India’s manufacturing sector output dropped by a fraction -- its third straight fall in as many months -- but managed to stay above the 50-point mark, which divides growth from contraction, amid plunging new orders, a weakening economy, and a shortage of raw materials brought on by a weak rupee, an HSBC-Markit survey said on Thursday.
Also on Thursday, Goldman Sachs Group Inc (NYSE:GS) downgraded its rating on Indian stocks to “underweight” and recommended investors to only pick some select stocks citing an anemic recovery in growth, and measures taken by the Reserve Bank of India, or RBI, to halt the rupee's depreciation, which has tightened liquidity conditions, and other "macro vulnerabilities."
India’s Manufacturing Purchasing Managers’ Index, or PMI, was down to 50.1 in July compared to 50.3 in June, signaling continuing stagnation in manufacturing activity in the country, which has severely impacted the growth of its gross domestic product, or GDP.
“Of concern, inflation pressures firmed for both input and output prices, partly on the back of higher imported inflation due to the weaker currency. The data suggests that the RBI will likely have to keep policy rates on hold for a while given lingering inflation risks and that the recently introduced currency stabilization measures will not be lifted anytime soon,” Leif Eskesen, HSBC's chief economist for India and Southeast Asian nations, said in the report.
“Activity in the manufacturing sector was broadly flat in July. Output fell by less, but order flows weakened led by slower growth in export orders. Moreover, inventory accumulation and employment growth slowed,” Eskesen said.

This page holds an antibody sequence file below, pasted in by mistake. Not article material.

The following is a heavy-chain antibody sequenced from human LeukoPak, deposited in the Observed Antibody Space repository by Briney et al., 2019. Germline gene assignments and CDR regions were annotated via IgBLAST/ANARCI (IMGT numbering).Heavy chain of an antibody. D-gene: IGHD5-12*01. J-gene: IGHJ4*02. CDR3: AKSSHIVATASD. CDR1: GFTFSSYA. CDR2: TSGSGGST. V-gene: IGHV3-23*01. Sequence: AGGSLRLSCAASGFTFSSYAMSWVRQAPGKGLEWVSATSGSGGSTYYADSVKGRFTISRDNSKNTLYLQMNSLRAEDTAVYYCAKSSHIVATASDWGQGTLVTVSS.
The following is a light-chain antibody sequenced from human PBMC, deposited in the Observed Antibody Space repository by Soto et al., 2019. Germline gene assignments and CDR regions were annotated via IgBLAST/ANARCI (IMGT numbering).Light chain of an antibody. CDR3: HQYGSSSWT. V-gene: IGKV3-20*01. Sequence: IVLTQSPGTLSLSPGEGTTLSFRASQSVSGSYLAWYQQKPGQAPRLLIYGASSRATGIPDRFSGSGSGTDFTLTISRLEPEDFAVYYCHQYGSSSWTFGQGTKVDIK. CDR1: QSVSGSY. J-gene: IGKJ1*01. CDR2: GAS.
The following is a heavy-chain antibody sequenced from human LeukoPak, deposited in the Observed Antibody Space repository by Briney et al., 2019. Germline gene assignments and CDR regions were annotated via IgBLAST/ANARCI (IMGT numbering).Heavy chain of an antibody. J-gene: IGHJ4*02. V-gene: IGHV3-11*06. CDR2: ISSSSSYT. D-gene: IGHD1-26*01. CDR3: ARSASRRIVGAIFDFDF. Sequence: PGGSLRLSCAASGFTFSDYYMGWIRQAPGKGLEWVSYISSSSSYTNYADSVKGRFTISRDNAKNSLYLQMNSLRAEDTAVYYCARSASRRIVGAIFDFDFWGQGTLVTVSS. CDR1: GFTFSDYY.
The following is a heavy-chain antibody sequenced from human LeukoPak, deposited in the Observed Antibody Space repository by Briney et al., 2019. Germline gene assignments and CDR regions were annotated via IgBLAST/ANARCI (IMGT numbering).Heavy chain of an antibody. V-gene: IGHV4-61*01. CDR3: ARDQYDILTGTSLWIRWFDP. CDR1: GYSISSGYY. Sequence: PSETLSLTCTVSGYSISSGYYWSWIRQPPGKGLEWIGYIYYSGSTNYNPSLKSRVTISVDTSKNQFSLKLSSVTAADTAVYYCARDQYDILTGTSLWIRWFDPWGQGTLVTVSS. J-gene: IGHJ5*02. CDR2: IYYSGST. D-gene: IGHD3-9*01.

New export orders rose for the 11th consecutive month in July, despite increased competition, but growth in export business in July was modest and the weakest in three months, despite the rupee having depreciated by more than 13 percent in the May to July period.
Meanwhile, Goldman Sachs, in a report, noted that Indian equities had seen scanty foreign-selling when compared to the massive foreign capital inflows in recent years, and predicted the rising risk of a potential “flow reversal” in equities, particularly in “crowded” financials.
The global investment bank said it "favored exporter-facing sectors, companies with strong balance sheet and thematic “alpha” trades." According to the report, the rupee will continue to be under pressure and the RBI will stick to its monetary policies tightening liquidity for the next 3-6 months.
“The recent activity data in Q2 2013 has been sluggish with no signs of a pick up in investment demand. Our current activity indicator (CAI) has slowed considerably over the past few months and industrial and infrastructure projects starts are showing no upturn,” Goldman Sachs said in the report. “We lower our NIFTY 12-month target to 6200, implying 7% upside in local FX with potential downside risks from INR weakness.”
The bank, which recently revised its forecasts for India’s GDP growth, downgrading it to 6 percent from 6.4 percent in the fiscal year ending in 2014, also called attention to India's rising current account deficit, which has moved up from 1 percent of FDP in 2007 to 4.8 percent in 2013. "We expect India’s current account to improve very gradually to 4.2% in FY14 and 3.4% in FY15,” the report said.
The report also mentioned "policy paralysis" ahead of the parliamentary elections, slated for 2014, as a key factor harming market sentiments, despite the government’s recent efforts to attract foreign investment.